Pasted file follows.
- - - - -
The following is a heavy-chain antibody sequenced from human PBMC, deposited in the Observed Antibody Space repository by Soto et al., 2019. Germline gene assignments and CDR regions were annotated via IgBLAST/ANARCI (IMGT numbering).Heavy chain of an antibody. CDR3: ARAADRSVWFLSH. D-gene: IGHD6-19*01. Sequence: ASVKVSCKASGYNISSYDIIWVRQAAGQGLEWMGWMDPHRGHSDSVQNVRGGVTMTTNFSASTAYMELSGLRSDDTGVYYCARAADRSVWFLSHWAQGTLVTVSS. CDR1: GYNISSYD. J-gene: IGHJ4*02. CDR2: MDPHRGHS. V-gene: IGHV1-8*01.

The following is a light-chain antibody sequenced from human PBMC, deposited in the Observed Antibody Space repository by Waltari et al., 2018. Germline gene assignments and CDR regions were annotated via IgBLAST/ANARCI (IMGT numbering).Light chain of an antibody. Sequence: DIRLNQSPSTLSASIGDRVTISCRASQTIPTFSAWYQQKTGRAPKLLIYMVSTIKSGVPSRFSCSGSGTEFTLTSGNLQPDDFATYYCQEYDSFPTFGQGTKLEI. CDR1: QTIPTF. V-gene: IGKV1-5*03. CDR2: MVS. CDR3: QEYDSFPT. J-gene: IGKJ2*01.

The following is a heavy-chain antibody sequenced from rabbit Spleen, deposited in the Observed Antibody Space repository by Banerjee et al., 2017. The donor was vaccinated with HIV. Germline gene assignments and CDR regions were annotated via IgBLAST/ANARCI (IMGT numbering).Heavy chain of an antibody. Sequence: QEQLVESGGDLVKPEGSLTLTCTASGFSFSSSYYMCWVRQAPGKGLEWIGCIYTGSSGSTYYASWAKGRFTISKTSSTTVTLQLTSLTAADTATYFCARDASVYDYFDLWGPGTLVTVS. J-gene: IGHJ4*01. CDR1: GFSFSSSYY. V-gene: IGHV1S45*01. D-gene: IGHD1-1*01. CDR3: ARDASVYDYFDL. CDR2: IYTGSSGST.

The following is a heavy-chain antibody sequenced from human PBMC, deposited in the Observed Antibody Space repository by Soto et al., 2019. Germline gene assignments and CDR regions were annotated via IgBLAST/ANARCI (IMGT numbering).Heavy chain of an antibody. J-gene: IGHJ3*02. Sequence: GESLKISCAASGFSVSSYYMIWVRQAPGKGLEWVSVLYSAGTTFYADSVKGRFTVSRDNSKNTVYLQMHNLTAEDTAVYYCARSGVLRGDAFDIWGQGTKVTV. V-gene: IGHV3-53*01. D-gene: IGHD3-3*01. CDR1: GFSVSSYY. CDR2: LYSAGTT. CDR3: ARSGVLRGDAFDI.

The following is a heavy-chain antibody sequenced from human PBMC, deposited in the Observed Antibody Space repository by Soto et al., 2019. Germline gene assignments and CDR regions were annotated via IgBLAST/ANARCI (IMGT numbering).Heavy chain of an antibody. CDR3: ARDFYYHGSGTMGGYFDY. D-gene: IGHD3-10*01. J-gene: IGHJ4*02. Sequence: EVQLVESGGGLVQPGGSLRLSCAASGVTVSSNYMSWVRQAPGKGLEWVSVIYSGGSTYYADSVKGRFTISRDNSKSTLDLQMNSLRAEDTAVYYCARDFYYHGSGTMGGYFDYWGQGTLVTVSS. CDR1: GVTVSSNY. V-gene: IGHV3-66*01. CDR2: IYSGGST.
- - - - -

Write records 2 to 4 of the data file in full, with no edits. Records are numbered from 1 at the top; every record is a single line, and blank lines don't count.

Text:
The following is a light-chain antibody sequenced from human PBMC, deposited in the Observed Antibody Space repository by Waltari et al., 2018. Germline gene assignments and CDR regions were annotated via IgBLAST/ANARCI (IMGT numbering).Light chain of an antibody. Sequence: DIRLNQSPSTLSASIGDRVTISCRASQTIPTFSAWYQQKTGRAPKLLIYMVSTIKSGVPSRFSCSGSGTEFTLTSGNLQPDDFATYYCQEYDSFPTFGQGTKLEI. CDR1: QTIPTF. V-gene: IGKV1-5*03. CDR2: MVS. CDR3: QEYDSFPT. J-gene: IGKJ2*01.

The following is a heavy-chain antibody sequenced from rabbit Spleen, deposited in the Observed Antibody Space repository by Banerjee et al., 2017. The donor was vaccinated with HIV. Germline gene assignments and CDR regions were annotated via IgBLAST/ANARCI (IMGT numbering).Heavy chain of an antibody. Sequence: QEQLVESGGDLVKPEGSLTLTCTASGFSFSSSYYMCWVRQAPGKGLEWIGCIYTGSSGSTYYASWAKGRFTISKTSSTTVTLQLTSLTAADTATYFCARDASVYDYFDLWGPGTLVTVS. J-gene: IGHJ4*01. CDR1: GFSFSSSYY. V-gene: IGHV1S45*01. D-gene: IGHD1-1*01. CDR3: ARDASVYDYFDL. CDR2: IYTGSSGST.

The following is a heavy-chain antibody sequenced from human PBMC, deposited in the Observed Antibody Space repository by Soto et al., 2019. Germline gene assignments and CDR regions were annotated via IgBLAST/ANARCI (IMGT numbering).Heavy chain of an antibody. J-gene: IGHJ3*02. Sequence: GESLKISCAASGFSVSSYYMIWVRQAPGKGLEWVSVLYSAGTTFYADSVKGRFTVSRDNSKNTVYLQMHNLTAEDTAVYYCARSGVLRGDAFDIWGQGTKVTV. V-gene: IGHV3-53*01. D-gene: IGHD3-3*01. CDR1: GFSVSSYY. CDR2: LYSAGTT. CDR3: ARSGVLRGDAFDI.